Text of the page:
The Constitution of Belarus incorporates the principles of international law and affirms the right to equal protection of rights without any discrimination.  This includes the totality of rights of women. Article 35 contains provisions on equality of men and women in the family and grants women equal opportunity in receiving education and professional training, as well as in socio-political, cultural and other spheres, including equal pay for equal work.  Specifically, Article 32, section II of the Constitution defines gender quality in the following way: “Women are granted opportunities equal with men in education and professional training, in work and promotion in the service (job), in sociopolitical, cultural and other spheres of activity, as well as provision of conditions for protection of their work and health care.”  Professor Irina Kuchvalskaya has argued that the formulation is discriminatory in itself as it regards a man as a model enjoying rights, with women having to “catch up,” instead of affirming the equality of men and women as an overarching principle. [42]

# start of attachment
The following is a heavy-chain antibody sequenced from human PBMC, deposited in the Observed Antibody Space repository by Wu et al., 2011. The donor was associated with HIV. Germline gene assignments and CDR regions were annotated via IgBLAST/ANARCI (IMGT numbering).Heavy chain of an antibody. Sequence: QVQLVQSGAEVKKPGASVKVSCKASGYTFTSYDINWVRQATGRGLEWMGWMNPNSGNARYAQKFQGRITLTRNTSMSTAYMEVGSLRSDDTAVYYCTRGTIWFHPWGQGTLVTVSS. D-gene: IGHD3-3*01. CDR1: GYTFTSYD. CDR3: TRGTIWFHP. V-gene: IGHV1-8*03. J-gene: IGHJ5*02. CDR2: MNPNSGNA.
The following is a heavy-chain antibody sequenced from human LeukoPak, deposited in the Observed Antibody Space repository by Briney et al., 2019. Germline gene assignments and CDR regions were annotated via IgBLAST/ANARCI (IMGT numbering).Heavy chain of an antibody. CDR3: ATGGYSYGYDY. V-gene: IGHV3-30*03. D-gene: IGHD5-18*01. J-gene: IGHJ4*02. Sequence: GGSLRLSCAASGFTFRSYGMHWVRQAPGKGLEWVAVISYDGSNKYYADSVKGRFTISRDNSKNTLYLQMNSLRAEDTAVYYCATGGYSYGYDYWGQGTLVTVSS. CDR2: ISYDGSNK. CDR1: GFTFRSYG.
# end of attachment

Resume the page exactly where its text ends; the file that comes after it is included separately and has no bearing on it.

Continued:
Criminal Law

The criminal law contains provisions which stipulate certain benefits and privileges for women only: forbidding application of the death penalty and life imprisonment to women, and providing for leniency in sentencing to prison.  However,  imprisoned women are subject to worse conditions than men. For example, in January 1999, correctional institutions for men were overcrowded by an average of 50 percent, while the only women’s prison in Belarus with the capacity of 1,350 persons, held 3,150 convicts (233 percent). [43]